The Faces of EVE University are colorful and intriguing. With this interview series we want to bring to light some of the personalities that make up the staff of our alma mater, who tirelessly work to the advancement of learning.
For our second interview we had the chance to talk with the current CEO of EVE University: Laura Karpinski. She has been CEO for about one year now and gives us an amazing insight into the inner workings of the organisation. She also shares some personal experiences and talks about how she ended up in her leadership role.
How to become CEO
Hideo Date: So first off, thank you very much for taking the time to sit down and talk for a bit!
Laura Karpinski: That’s quite alright.
Hideo: For those who do not know you, could you tell us quickly who you are and what you do in EVE?
Laura: Sure. I’m the CEO of EVE University, which means I set the overall direction for the corporation and try and keep everyone going in that direction. I have a team of Directors who each look after their particular area of the corporation, and I keep in touch with all of them and make sure we are all on the same page.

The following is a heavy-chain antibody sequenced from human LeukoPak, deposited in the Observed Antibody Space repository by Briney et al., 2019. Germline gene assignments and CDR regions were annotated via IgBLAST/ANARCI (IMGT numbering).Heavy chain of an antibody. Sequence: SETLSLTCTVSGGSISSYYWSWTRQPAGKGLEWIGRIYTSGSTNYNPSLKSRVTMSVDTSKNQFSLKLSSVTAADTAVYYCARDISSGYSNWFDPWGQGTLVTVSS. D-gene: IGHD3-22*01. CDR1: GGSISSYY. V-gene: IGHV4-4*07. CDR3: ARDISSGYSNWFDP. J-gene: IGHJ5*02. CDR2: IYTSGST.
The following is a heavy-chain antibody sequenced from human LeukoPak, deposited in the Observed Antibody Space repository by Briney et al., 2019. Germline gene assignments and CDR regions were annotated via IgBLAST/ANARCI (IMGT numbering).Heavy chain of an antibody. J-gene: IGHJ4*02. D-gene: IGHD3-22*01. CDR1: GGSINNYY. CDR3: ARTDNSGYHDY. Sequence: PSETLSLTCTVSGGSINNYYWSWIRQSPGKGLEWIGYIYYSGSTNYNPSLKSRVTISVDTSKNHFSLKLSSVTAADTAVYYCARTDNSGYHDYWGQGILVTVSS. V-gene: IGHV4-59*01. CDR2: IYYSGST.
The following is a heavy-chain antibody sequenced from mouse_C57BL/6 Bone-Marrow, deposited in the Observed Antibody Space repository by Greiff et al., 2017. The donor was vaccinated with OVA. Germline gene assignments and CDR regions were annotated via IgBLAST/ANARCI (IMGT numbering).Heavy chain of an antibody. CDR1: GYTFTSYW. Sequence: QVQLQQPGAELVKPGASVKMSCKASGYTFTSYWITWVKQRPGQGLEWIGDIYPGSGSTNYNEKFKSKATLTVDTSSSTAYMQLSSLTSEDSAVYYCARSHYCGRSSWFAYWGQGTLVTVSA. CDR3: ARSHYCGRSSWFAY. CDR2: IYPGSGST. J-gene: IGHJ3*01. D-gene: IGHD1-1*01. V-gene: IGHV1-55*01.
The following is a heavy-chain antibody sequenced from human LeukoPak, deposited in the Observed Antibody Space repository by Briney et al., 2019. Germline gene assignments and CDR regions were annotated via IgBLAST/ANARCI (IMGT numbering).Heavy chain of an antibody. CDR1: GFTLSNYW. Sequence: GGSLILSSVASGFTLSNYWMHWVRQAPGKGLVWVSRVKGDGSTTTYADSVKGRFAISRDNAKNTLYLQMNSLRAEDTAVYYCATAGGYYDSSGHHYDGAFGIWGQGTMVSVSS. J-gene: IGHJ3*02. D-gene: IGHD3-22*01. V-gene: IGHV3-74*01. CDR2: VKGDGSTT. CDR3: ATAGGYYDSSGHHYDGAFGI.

Hideo: How did you find your way into EVE and then into the Uni?
Laura: My RL ex-boyfriend introduced me to the game. I wasn’t convinced it was the kind of thing I’d enjoy but I figured I’d give it a go. Six years later I’m still here. I joined EVE University because I was overwhelmed by the amount of information and the complexity of the game and I thought it would help me find my feet.
Hideo: So you stumbled into the game like every other player as well, that is kind of comforting. And now you are the CEO of EVE University. How did you end up taking this job?
Laura: I was Director of Operations to the previous CEO Azmodeus Valar for a year before I became CEO. That enabled me to learn the ropes under Azmo’s guidance. It meant that when Azmo decided to step down as CEO I was in a position to step into his shoes.